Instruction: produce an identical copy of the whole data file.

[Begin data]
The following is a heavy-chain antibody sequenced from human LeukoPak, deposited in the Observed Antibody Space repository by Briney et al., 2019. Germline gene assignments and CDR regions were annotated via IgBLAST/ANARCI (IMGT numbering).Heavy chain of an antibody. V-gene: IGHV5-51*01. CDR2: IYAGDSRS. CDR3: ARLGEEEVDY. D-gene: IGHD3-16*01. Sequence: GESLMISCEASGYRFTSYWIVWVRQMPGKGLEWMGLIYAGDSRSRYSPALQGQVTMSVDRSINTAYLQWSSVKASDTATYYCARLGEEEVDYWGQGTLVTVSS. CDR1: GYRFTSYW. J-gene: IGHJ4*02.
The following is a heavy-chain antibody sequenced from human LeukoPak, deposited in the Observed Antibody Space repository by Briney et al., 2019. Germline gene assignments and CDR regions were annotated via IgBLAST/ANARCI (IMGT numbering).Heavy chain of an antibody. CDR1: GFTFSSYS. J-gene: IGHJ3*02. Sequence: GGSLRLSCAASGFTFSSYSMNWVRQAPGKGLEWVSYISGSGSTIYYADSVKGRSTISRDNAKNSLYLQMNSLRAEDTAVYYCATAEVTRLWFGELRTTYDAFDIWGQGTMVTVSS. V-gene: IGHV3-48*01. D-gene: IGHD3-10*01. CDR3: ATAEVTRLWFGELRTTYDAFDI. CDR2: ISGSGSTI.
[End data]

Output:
The following is a heavy-chain antibody sequenced from human LeukoPak, deposited in the Observed Antibody Space repository by Briney et al., 2019. Germline gene assignments and CDR regions were annotated via IgBLAST/ANARCI (IMGT numbering).Heavy chain of an antibody. V-gene: IGHV5-51*01. CDR2: IYAGDSRS. CDR3: ARLGEEEVDY. D-gene: IGHD3-16*01. Sequence: GESLMISCEASGYRFTSYWIVWVRQMPGKGLEWMGLIYAGDSRSRYSPALQGQVTMSVDRSINTAYLQWSSVKASDTATYYCARLGEEEVDYWGQGTLVTVSS. CDR1: GYRFTSYW. J-gene: IGHJ4*02.
The following is a heavy-chain antibody sequenced from human LeukoPak, deposited in the Observed Antibody Space repository by Briney et al., 2019. Germline gene assignments and CDR regions were annotated via IgBLAST/ANARCI (IMGT numbering).Heavy chain of an antibody. CDR1: GFTFSSYS. J-gene: IGHJ3*02. Sequence: GGSLRLSCAASGFTFSSYSMNWVRQAPGKGLEWVSYISGSGSTIYYADSVKGRSTISRDNAKNSLYLQMNSLRAEDTAVYYCATAEVTRLWFGELRTTYDAFDIWGQGTMVTVSS. V-gene: IGHV3-48*01. D-gene: IGHD3-10*01. CDR3: ATAEVTRLWFGELRTTYDAFDI. CDR2: ISGSGSTI.